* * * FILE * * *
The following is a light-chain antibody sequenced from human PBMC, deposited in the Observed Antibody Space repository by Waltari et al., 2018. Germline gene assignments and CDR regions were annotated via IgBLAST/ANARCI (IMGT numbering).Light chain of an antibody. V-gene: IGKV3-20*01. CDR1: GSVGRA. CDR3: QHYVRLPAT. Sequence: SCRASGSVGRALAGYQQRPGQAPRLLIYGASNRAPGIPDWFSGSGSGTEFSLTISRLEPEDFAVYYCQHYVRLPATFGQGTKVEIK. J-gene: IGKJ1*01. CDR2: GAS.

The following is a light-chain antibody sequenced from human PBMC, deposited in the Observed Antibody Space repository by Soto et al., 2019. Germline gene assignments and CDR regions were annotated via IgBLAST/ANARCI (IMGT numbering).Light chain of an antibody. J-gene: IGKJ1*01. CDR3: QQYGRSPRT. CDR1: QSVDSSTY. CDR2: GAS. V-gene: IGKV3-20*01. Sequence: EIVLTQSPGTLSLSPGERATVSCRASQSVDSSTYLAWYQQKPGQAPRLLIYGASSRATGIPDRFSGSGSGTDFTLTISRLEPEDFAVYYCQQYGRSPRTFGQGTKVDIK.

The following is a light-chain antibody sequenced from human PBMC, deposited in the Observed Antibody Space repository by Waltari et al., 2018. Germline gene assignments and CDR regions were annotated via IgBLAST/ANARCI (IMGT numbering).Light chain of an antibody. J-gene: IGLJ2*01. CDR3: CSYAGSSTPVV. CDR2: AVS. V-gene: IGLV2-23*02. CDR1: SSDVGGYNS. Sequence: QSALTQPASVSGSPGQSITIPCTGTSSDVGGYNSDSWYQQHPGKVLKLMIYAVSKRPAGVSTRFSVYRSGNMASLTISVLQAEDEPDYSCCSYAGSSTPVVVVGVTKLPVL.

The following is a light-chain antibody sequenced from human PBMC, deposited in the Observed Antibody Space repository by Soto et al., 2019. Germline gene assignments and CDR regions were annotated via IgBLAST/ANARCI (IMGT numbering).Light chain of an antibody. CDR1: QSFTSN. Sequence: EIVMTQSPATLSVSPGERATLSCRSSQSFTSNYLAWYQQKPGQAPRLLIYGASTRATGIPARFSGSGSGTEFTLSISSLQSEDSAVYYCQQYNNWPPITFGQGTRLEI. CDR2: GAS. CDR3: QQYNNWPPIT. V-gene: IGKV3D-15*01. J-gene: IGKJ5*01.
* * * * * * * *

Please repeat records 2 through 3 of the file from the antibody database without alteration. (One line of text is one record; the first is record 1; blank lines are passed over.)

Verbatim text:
The following is a light-chain antibody sequenced from human PBMC, deposited in the Observed Antibody Space repository by Soto et al., 2019. Germline gene assignments and CDR regions were annotated via IgBLAST/ANARCI (IMGT numbering).Light chain of an antibody. J-gene: IGKJ1*01. CDR3: QQYGRSPRT. CDR1: QSVDSSTY. CDR2: GAS. V-gene: IGKV3-20*01. Sequence: EIVLTQSPGTLSLSPGERATVSCRASQSVDSSTYLAWYQQKPGQAPRLLIYGASSRATGIPDRFSGSGSGTDFTLTISRLEPEDFAVYYCQQYGRSPRTFGQGTKVDIK.

The following is a light-chain antibody sequenced from human PBMC, deposited in the Observed Antibody Space repository by Waltari et al., 2018. Germline gene assignments and CDR regions were annotated via IgBLAST/ANARCI (IMGT numbering).Light chain of an antibody. J-gene: IGLJ2*01. CDR3: CSYAGSSTPVV. CDR2: AVS. V-gene: IGLV2-23*02. CDR1: SSDVGGYNS. Sequence: QSALTQPASVSGSPGQSITIPCTGTSSDVGGYNSDSWYQQHPGKVLKLMIYAVSKRPAGVSTRFSVYRSGNMASLTISVLQAEDEPDYSCCSYAGSSTPVVVVGVTKLPVL.